I recently discussed the aftermath of two environment, health, and safety (EH&S) organizational restructurings with several senior professionals who were privy to the details. In one case, the vice president of EH&S was fired after the business units revolted. In the other case, the jury is still out and the internal politics and turf battles rage on. Both restructurings involved a radical shift to centralized control.
Restructurings are often painful, disruptive processes. In some cases, they may be absolutely necessary; all too often, however, departments or even entire companies are reorganized to merely demonstrate that “something is being done” to correct long-standing problems. “Indeed, generations of leaders have looked first to changing organizational structure as a way to improve business performance.”1 The real, underlying issues may never be addressed.
Reorganizations are so attractive, in part, because they can be done by decree from above: call a meeting, make an announcement, and issue the new organizational charts. Easy. If truth be told, most successful reorganizations do not happen that way. There is a famous Harvard Business School case study from the 1940s, The Dashman Company, which illustrates how a newly appointed vice president of purchasing obtained approval from the company’s Board of Directors to issue a letter announcing more centralized purchasing procedures. The result: the operating plants ignored the letter and continued on as before.2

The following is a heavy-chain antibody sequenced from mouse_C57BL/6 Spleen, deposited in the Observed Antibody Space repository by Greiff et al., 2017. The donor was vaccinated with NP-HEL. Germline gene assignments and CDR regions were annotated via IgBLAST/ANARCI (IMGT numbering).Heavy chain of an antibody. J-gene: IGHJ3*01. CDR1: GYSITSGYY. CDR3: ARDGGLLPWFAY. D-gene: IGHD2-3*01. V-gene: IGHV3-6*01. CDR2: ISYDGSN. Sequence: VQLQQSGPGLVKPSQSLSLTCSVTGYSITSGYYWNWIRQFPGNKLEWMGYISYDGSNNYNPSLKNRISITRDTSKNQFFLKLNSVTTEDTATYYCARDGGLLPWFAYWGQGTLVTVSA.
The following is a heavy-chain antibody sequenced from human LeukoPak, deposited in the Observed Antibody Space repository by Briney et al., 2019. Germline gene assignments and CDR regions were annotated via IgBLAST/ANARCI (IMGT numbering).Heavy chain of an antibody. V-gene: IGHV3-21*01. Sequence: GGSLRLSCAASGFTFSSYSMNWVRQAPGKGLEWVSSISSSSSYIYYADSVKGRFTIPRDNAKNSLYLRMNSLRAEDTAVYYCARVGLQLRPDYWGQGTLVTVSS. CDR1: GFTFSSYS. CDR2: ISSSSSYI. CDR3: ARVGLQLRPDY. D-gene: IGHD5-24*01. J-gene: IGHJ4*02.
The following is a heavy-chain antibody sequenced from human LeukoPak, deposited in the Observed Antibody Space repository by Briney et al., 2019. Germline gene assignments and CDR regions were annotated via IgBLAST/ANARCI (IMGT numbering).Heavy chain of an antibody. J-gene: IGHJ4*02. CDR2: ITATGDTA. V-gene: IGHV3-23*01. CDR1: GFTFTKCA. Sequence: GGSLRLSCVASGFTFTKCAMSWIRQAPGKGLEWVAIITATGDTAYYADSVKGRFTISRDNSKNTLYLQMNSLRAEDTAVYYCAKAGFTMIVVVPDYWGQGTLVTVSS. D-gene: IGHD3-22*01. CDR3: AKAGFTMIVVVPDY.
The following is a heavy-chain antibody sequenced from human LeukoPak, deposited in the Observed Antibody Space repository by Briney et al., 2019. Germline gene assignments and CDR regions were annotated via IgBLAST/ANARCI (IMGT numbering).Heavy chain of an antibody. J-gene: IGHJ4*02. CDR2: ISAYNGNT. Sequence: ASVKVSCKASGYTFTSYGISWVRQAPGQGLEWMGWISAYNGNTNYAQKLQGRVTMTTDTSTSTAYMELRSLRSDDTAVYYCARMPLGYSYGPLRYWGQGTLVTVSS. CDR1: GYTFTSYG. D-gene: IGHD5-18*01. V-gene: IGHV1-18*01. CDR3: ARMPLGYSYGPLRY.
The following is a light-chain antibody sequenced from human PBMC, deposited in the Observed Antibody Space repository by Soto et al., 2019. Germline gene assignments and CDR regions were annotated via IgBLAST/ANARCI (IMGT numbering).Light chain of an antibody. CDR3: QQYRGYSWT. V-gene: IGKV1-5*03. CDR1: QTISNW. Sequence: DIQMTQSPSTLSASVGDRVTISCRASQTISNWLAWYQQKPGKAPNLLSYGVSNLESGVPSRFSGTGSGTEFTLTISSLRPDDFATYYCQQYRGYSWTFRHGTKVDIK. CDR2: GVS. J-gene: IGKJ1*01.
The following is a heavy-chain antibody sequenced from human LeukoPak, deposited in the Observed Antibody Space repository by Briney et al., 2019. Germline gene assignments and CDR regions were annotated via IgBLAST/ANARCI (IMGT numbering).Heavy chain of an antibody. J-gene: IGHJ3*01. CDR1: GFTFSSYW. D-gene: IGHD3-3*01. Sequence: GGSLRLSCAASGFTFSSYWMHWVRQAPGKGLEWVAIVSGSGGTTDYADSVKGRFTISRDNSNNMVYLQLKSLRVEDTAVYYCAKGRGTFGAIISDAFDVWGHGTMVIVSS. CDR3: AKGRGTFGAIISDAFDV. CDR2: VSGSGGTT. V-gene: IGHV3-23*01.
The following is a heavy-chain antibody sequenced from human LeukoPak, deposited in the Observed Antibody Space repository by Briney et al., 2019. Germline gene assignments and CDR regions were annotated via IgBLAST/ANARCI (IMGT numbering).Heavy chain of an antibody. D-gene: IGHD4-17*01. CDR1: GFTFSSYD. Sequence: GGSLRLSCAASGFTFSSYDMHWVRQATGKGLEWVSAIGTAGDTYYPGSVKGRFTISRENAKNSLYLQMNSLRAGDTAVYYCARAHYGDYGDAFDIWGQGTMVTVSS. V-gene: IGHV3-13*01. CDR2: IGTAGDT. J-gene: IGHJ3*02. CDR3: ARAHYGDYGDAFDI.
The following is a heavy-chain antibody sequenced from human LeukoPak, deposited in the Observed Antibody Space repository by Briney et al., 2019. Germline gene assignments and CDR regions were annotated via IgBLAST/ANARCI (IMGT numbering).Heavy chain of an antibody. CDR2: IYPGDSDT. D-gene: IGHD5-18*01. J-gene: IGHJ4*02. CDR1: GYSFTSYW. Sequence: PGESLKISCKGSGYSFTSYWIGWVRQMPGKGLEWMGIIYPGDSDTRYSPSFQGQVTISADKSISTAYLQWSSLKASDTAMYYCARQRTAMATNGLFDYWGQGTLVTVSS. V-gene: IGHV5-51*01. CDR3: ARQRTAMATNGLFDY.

Forbes, Fortune, MIT Sloan Management Review, and Harvard Business Review have published numerous articles over the years describing the way things really work inside organizations (several are referenced herein). The common theme is that there are always power and influence brokers within companies that really run the show and make the decisions. The CEO may be at the top, but there are key individuals that influence him or her. Organization charts only tell part of the story. “In every company, there is a parallel power structure that can be just as important as the one everyone spends stressful days trying to master.”3
“For most companies, organizational design is neither a science nor an art; it’s an oxymoron.”4 Comprehensive redesign is an intimidating and time-consuming process. The EH&S executives in the examples in the opening paragraph ignored the basics and assumed by their authority they could dictate how EH&S would be run in the future. They ignored the influence of the real powerbrokers in the organization.